Evaluate and push reform in GUSD

GILROY
– Tom Bundros put five of his six children through the Gilroy
Unified School District. Over his 19-year involvement with the
district, he believes the status of Gilroy’s public schools has
gradually dipped unacceptably low.
GILROY – Tom Bundros put five of his six children through the Gilroy Unified School District. Over his 19-year involvement with the district, he believes the status of Gilroy’s public schools has gradually dipped unacceptably low. Bundros also believes he’s someone who can turn that around.

If elected Nov. 5, Bundros says he will be evaluating performances and working with the board as a team to further the goals of the district.

“That’s my strong point. I’m an engineer. I love data. I love mountains of tables,” Bundros said. “I’d go right in there and see what’s going on.”

Curriculum

Based on student performances on standardized tests, California schools rank low compared to other schools in the United States, and Gilroy schools rank low compared to other schools in California, Bundros points out. That’s the sort of data Bundros doesn’t want to see anymore. And the son of Greek immigrants is not satisfied with the excuse that socio-economic or second-language factors naturally contribute to the low scores.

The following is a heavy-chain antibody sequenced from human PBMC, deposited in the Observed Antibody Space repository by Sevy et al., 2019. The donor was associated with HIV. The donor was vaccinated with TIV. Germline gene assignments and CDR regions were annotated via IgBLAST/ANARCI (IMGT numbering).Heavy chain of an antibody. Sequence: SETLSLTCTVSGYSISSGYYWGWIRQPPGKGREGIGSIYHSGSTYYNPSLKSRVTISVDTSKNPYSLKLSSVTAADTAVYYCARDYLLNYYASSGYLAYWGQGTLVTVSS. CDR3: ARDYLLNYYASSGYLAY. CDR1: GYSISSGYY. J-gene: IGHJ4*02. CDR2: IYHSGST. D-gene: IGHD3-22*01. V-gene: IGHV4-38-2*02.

“Gilroy is incredibly average (in terms of its demographics). The argument that Gilroy schools don’t do well because of some factors that are inherent to Gilroy isn’t supportable,” asserted Bundros, who did not speak English when he entered kindergarten.

Bundros said standardized tests are not the answer to all academic issues, but supports the emphasis on student performance on those exams “at this point in time.”

“After we get a handle on what knobs to turn to accomplish our goals, I think we can do some streamlining and cut back (on the number of tests children are given),” Bundros said.

Bundros believes that a lack of leadership in the past, the loss of good teachers and ineffective bilingual programs led to the under-performing status of the district. Bundros called the district’s past superintendent, David Alvarez, “not very effective” and said that improvement by English Language Learners fell flat over the years.

Bundros reported that 17 percent of Gilroy teachers will be eligible to retire over the next five years, a bit of data that also makes him uneasy.

“Good teachers are critical to education,” Bundros said. “They’re the heart of the whole experience.”

Bundros is advocating “creative solutions,” such as working with the city to subsidize teacher housing, to keep a healthy lot of new and experienced teachers from leaving Gilroy for higher-paying districts.

Bundros is part of the grassroots group called the Alliance for Academic Excellence, which petitioned the district for the reinstatement of 10th grade honors programs at Gilroy High School. The absence of honors programs and the unruly behavior Bundros had seen in the classrooms were the main factors for removing one of his children from the GUSD.

What Bundros called the “outstanding” choral and music programs in the district kept his other children within Gilroy Unified.